At around 3:30 PM, a critically wounded man was brought into the ER. It looked like he’d been hit by bullets in the carotid artery and in the heart. He was bleeding heavily, and the doctors began treating him. A few minutes later, police forces raided the hospital.”

“Some were wearing olive green uniforms, and others were in blue uniforms. They closed the blood bank and the admissions area. We had gotten the wounded man one unit of blood from the blood bank, but he needed more units of blood, and the police prevented us from getting them.”

“The doctors decided to take the man to the operating room on the second floor. A lot of young men gathered around the bed to escort him and prevent the forces from taking him.”

“There was some mutual pushing and shoving between the young men and the officers, who were assaulting people in the trauma and admissions hall. The wounded man’s transfusion bag fell on the floor during the altercation.”

“The medical crew took the wounded man into the x-ray room, and I went back to the ER and cleaned up the blood together with some other people.”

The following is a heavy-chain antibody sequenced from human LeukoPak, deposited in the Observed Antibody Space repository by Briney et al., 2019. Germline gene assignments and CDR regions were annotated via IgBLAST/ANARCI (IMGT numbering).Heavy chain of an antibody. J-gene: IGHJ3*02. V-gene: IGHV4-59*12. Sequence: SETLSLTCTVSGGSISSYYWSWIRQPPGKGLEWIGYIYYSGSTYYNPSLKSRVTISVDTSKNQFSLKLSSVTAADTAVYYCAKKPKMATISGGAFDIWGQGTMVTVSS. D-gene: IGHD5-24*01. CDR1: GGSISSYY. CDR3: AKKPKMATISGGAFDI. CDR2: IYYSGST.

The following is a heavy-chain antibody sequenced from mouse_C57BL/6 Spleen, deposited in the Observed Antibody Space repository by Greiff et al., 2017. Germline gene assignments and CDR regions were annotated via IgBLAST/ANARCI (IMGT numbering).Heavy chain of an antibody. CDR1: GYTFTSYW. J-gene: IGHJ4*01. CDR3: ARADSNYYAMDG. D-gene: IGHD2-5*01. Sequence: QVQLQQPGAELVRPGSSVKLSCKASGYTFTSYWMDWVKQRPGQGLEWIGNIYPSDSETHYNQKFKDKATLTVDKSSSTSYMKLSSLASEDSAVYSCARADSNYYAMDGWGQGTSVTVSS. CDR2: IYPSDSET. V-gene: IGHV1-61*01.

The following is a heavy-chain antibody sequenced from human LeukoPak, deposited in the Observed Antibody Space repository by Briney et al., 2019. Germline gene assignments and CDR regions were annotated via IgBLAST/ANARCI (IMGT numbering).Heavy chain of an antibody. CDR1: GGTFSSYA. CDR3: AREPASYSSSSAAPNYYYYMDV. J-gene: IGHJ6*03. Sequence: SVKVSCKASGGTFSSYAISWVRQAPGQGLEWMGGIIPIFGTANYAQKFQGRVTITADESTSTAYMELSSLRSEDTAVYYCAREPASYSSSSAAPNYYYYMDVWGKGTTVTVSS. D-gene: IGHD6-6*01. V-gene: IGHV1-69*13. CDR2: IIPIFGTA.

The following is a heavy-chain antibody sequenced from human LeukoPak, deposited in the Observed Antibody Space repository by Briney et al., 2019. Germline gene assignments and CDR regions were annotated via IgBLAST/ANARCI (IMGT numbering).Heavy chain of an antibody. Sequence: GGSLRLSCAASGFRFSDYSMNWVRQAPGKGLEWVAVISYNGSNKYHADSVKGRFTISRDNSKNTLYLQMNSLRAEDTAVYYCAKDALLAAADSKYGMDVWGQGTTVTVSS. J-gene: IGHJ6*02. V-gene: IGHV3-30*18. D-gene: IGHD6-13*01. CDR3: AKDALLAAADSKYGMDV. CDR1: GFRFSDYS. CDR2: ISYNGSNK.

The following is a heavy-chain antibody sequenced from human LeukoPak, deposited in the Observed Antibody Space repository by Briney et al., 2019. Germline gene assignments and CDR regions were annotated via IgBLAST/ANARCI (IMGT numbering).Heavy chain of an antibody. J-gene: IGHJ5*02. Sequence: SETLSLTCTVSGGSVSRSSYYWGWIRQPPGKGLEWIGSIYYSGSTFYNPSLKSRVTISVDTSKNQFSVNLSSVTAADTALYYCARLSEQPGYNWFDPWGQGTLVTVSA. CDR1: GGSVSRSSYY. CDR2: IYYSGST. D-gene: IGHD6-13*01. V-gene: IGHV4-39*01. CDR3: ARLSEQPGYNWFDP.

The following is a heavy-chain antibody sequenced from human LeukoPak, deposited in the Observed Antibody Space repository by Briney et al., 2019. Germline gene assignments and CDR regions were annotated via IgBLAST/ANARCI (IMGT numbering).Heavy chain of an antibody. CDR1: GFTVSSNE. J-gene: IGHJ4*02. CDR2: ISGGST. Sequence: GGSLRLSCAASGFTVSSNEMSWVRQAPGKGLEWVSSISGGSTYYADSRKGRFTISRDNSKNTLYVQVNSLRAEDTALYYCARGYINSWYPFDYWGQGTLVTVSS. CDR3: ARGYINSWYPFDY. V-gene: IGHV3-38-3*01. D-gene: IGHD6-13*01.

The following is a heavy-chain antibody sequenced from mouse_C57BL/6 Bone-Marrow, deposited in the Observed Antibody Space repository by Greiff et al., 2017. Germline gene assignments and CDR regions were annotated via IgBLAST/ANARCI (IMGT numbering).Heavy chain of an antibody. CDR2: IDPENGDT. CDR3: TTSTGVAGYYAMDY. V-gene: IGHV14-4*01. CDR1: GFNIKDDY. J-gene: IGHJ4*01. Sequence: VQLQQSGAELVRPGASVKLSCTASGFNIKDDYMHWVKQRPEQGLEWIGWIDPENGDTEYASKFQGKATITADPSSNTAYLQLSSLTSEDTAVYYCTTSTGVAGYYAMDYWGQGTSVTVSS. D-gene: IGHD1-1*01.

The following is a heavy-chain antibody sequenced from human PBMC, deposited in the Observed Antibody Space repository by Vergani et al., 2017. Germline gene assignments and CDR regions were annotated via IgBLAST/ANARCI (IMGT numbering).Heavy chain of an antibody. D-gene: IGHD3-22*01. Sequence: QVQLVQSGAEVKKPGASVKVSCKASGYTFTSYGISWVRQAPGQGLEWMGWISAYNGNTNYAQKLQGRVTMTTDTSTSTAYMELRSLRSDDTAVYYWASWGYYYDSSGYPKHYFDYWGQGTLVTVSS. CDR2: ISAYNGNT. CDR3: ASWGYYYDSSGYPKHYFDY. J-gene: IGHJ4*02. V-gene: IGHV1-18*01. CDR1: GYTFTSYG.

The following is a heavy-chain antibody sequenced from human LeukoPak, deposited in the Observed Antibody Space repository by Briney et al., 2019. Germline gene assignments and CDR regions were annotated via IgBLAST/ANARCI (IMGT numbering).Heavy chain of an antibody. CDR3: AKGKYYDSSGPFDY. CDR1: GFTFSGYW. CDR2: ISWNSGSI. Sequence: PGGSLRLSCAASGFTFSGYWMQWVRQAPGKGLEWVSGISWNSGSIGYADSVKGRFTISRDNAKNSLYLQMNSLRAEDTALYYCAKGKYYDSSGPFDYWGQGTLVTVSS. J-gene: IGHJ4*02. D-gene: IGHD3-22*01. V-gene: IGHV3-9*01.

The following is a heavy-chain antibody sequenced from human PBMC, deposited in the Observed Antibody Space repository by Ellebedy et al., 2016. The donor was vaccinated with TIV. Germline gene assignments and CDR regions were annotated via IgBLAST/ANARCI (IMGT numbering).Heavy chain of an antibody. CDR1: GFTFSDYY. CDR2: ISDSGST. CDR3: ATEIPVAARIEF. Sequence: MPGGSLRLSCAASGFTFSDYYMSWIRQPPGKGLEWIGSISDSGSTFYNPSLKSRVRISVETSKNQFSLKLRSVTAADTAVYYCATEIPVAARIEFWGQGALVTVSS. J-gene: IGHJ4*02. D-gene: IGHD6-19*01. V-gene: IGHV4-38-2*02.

“Ten minutes later, I heard shots and stun grenades near the hospital. I found out that the young men had smuggled out the body of the young man who had died of his wounds, through the hospital fence.”

“At that point, scores of people who had suffered mild injuries from sponge rounds and stun grenades started flooding the ER, and we treated them. Outside, there were clashes with the police, which had sealed all the entrances to the hospital.”

Other testimonies B’Tselem obtained were similar, describing Israeli violence and contempt for al-Makassed’s staff and patients.

Rogue states operate this way, America and Israel the world’s worst.

A strongly worded B’tselem statement said the following:

“Words fail to convey the gravity of the police’s conduct inside the hospital. The fright engendered by scores of armed police raiding a hospital cannot be downplayed.”